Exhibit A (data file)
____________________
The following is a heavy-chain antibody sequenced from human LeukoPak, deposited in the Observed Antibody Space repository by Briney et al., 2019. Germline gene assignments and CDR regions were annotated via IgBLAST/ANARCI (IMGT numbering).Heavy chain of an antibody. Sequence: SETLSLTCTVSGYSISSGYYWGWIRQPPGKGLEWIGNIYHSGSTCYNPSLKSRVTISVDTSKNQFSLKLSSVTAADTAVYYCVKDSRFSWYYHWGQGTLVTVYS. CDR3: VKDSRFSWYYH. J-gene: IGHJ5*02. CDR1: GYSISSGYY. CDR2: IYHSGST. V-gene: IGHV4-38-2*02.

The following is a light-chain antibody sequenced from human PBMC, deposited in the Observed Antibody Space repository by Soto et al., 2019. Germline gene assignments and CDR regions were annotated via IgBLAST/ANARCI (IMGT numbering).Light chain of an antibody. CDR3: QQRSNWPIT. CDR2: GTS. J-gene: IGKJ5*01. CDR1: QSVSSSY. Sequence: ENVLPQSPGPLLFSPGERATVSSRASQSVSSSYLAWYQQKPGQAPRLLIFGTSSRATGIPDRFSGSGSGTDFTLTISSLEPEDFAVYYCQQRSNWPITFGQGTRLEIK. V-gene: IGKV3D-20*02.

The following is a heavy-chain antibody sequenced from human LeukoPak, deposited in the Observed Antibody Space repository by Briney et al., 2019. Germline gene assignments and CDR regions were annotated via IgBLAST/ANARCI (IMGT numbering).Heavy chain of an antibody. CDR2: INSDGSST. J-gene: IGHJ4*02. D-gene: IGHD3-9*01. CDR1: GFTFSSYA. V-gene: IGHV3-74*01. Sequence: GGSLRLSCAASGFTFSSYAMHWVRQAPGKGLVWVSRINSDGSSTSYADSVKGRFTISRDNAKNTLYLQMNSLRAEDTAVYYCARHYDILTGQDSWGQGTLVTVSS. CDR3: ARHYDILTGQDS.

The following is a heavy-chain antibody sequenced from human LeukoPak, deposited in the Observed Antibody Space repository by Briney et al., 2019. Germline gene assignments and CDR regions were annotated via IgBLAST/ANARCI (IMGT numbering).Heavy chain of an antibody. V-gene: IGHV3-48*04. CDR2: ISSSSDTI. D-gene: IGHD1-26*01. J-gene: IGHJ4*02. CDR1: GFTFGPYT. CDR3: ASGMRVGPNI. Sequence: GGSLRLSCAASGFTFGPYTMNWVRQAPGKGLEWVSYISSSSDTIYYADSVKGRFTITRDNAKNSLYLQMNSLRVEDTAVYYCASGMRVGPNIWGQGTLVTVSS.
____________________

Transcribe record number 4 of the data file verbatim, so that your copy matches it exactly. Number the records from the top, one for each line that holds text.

The following is a heavy-chain antibody sequenced from human LeukoPak, deposited in the Observed Antibody Space repository by Briney et al., 2019. Germline gene assignments and CDR regions were annotated via IgBLAST/ANARCI (IMGT numbering).Heavy chain of an antibody. V-gene: IGHV3-48*04. CDR2: ISSSSDTI. D-gene: IGHD1-26*01. J-gene: IGHJ4*02. CDR1: GFTFGPYT. CDR3: ASGMRVGPNI. Sequence: GGSLRLSCAASGFTFGPYTMNWVRQAPGKGLEWVSYISSSSDTIYYADSVKGRFTITRDNAKNSLYLQMNSLRVEDTAVYYCASGMRVGPNIWGQGTLVTVSS.